At sunup I clamber after my father into the rusting pontoon, we cast a line each and the usual yellow litany of perch slowly emerges. These are easy; I name them and he nods. The water seethes, time stops: a walleye, zombie-blind and gaping, has taken my hookand soon sulks in the pickle bucket. The hook I pocket for luck, “hanging back” while father heads to town to ask about walleye restrictions at the filling station, stand in line for more nightcrawlers and the red ones (whose name I forget). Waiting, I cast into the shallows, perched
alone at pier’s edge, pull up one perch long as my palm, discover the hook lodged deep in its gullet. My name, called from the cabin, stops the fruitless tearing – father has returned, cuts my line and tosses him back. Good news, bud, the walleye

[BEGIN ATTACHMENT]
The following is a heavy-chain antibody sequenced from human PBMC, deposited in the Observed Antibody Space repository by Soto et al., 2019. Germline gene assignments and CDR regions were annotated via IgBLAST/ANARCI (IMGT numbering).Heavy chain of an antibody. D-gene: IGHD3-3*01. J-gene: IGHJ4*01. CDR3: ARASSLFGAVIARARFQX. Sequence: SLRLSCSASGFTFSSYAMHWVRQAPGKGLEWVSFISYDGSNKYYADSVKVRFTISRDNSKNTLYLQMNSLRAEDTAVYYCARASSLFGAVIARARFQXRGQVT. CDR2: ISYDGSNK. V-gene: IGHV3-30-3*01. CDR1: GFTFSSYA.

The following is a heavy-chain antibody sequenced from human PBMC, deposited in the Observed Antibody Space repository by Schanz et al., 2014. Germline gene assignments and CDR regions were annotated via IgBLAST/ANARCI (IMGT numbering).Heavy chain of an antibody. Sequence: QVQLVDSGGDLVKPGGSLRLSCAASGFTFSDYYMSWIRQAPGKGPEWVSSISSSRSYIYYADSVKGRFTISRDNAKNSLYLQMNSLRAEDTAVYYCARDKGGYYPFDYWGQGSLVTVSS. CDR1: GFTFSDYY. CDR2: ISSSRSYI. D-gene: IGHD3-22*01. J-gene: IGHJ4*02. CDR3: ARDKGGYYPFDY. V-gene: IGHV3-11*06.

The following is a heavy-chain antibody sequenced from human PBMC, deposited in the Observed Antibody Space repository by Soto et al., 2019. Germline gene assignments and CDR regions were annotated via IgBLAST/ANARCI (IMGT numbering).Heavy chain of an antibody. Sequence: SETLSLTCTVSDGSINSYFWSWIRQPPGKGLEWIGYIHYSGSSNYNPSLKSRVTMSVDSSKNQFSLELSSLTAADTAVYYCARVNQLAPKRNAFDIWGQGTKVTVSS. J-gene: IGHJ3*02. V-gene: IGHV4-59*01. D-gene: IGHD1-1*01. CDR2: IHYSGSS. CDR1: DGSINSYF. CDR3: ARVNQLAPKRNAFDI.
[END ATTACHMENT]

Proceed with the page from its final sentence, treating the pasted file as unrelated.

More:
is legal to keep, he says, we’ll clean him with the rest. Walleye are new to me; I’ve learned sunfish, largemouth, perch, can tell pike from muskellunge (lines, not spots) – this from pictures, no hook of ours can touch one. Father insists that I learn the name
of anything we keep. The name of each picture-fish on the wall I know like prayers. A boost from my father lands me on the countertop, my perch for the spectacle. I hook thumbs in pockets and observe the seeping line
in the walleye’s white underbelly, blurring line after line of newsprint. A name, the fishslime knows, is a hook snagged in understanding. Dead walleye make sense, like pan-fried perch, loving son, fishing father.
The hook I soon misplaced; we ate the walleye in greasy mouthfuls. Yet the line cannot but carry on, I name perch, death, or your memory with ink-stained hands, father.